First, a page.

BoE's Super Thursday looms
Fawad Razaqzada August 1, 2019 11:38 AM
The BoE is almost certain to keep interest rates and QE unchanged at 0.75% and £435 billion, respectively. The vote on both fronts is expected to be unanimous. So, what matters for the markets will be the BoE’s forward guidance and any noticeable changes in inflation and growth forecasts.
At the top of the hour, the Bank of England will inform us about their decision on interest rates and QE. It will also publish the minutes of the meeting as well as the Quarterly Inflation Report at the same time. Governor Mark Carney will then deliver the BoE press conference, which starts at 12:30 BST. The BoE is almost certain to keep interest rates and QE unchanged at 0.75% and £435 billion, respectively. The vote on both fronts is expected to be unanimous. So, what matters for the markets will be the BoE’s forward guidance and any noticeable changes in inflation and growth forecasts. Carney’s press conference should be a lively one.
Fresh 2019 low for GBP/USD
Ahead of the BoE’s so-called “Super Thursday,” the GBP/USD has dropped to a new low for the year of 1.2085. The cable is no doubt hurt by the rallying US dollar, which rose after the Fed’s expected 25 basis point rate cut — the first trim since 2008 — was accompanied by a less dovish than expected tone from Chairman Jerome Powell, as he didn’t signal the start of a series of reductions. However, the pound was also struggling against other currencies with the GBP crosses all hovering near their recent lows at the time of writing, suggesting not many people were expecting the BoE to come to the rescue.
BoE could be more concerned now about no-deal Brexit than ever
The Bank, already concerned about the markets under-pricing the risks of a no-deal Brexit, will be more concerned now that the new UK Prime Minister is hard-line Brexiteer, who has vowed to take the UK out of the European Union on 31st October come what may. However, the pound’s initial reaction was muted to Boris Johnson’s victory last week as this was already priced in and the legal framework was in place to make a no-deal exit harder to achieve, regardless of who became PM. Still, the pound could not find much support from short-covering and before long it resumed lower.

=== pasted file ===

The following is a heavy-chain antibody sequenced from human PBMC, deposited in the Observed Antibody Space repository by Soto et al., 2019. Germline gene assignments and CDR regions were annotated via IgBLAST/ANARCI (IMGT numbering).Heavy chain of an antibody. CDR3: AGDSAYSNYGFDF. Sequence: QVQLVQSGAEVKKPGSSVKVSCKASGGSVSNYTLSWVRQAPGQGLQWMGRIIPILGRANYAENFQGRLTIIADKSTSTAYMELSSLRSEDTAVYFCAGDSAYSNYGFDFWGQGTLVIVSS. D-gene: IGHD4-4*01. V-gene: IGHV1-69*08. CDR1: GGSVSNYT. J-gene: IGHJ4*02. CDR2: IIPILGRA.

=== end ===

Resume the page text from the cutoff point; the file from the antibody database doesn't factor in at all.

BoE likely to lower GDP forecasts
It is likely that the boffins at the BoE may have now become more dovish on the outlook for interest rates and the economy. In fact, some would argue they should already be alarmed by how domestic data has taken a sharp downturn in recent months, following a similar pattern in mainland Europe. Judging by what the presumably well-informed ECB’s Mario Draghi said in his presser last week — that the Eurozone’s economic outlook is becoming “worse and worse” — this bodes ill for the UK’s exports and thus economy. The Bank’s Monetary Policy Committee will be aware of this and other risks facing the UK when making their latest GDP and inflation forecasts in the Quarterly Inflation Report.
In a nutshell...So, I think that it will be far from a “Super Thursday” for the pound as the BoE is likely to be more dovish this time than they have been previously. But even if the pound stages a bit of a recovery, ongoing Brexit uncertainty means the upside potential could be limited anyway.
Source: Trading View and City Index
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